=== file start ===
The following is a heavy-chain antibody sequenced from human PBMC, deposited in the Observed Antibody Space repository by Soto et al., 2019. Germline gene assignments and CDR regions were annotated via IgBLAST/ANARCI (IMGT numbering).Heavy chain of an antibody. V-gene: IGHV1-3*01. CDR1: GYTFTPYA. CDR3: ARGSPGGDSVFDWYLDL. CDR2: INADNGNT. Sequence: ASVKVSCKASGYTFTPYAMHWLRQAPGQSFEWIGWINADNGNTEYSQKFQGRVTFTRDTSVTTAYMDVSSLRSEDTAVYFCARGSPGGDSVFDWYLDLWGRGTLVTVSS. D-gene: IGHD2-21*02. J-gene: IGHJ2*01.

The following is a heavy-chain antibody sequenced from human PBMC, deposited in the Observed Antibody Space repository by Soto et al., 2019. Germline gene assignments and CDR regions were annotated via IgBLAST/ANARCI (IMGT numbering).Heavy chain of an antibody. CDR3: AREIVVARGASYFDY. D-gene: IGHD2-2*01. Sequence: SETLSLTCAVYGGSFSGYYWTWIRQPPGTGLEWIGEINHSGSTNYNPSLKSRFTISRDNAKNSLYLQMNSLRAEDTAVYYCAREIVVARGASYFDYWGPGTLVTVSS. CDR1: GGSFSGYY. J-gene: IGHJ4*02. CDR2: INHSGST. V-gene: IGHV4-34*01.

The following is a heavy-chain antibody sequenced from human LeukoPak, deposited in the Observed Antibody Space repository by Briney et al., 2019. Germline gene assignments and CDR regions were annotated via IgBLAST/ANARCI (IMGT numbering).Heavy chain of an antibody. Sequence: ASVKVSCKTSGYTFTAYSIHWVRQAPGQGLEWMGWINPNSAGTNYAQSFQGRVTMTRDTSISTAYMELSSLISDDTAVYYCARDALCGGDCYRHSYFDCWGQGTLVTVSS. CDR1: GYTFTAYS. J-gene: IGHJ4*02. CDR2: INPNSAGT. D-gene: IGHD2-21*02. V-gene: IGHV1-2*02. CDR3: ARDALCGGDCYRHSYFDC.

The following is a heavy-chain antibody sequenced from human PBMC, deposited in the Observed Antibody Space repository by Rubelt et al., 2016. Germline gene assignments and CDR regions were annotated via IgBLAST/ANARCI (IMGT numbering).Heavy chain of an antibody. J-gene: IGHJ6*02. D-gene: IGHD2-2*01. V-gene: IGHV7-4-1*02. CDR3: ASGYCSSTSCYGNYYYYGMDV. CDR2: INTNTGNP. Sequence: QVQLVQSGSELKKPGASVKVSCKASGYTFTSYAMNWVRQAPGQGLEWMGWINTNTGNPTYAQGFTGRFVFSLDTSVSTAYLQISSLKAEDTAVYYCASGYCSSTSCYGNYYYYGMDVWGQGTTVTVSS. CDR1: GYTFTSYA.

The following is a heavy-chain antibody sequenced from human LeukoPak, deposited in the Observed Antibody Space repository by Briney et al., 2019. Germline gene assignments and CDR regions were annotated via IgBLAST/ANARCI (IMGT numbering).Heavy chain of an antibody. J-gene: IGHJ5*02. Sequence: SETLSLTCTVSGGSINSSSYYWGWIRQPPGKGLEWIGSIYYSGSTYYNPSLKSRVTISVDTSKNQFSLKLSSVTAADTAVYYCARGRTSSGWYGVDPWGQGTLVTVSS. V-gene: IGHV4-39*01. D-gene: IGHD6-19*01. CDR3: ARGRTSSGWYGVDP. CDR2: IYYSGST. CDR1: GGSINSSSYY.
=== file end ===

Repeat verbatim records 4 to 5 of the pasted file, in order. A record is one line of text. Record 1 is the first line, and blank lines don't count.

The following is a heavy-chain antibody sequenced from human PBMC, deposited in the Observed Antibody Space repository by Rubelt et al., 2016. Germline gene assignments and CDR regions were annotated via IgBLAST/ANARCI (IMGT numbering).Heavy chain of an antibody. J-gene: IGHJ6*02. D-gene: IGHD2-2*01. V-gene: IGHV7-4-1*02. CDR3: ASGYCSSTSCYGNYYYYGMDV. CDR2: INTNTGNP. Sequence: QVQLVQSGSELKKPGASVKVSCKASGYTFTSYAMNWVRQAPGQGLEWMGWINTNTGNPTYAQGFTGRFVFSLDTSVSTAYLQISSLKAEDTAVYYCASGYCSSTSCYGNYYYYGMDVWGQGTTVTVSS. CDR1: GYTFTSYA.

The following is a heavy-chain antibody sequenced from human LeukoPak, deposited in the Observed Antibody Space repository by Briney et al., 2019. Germline gene assignments and CDR regions were annotated via IgBLAST/ANARCI (IMGT numbering).Heavy chain of an antibody. J-gene: IGHJ5*02. Sequence: SETLSLTCTVSGGSINSSSYYWGWIRQPPGKGLEWIGSIYYSGSTYYNPSLKSRVTISVDTSKNQFSLKLSSVTAADTAVYYCARGRTSSGWYGVDPWGQGTLVTVSS. V-gene: IGHV4-39*01. D-gene: IGHD6-19*01. CDR3: ARGRTSSGWYGVDP. CDR2: IYYSGST. CDR1: GGSINSSSYY.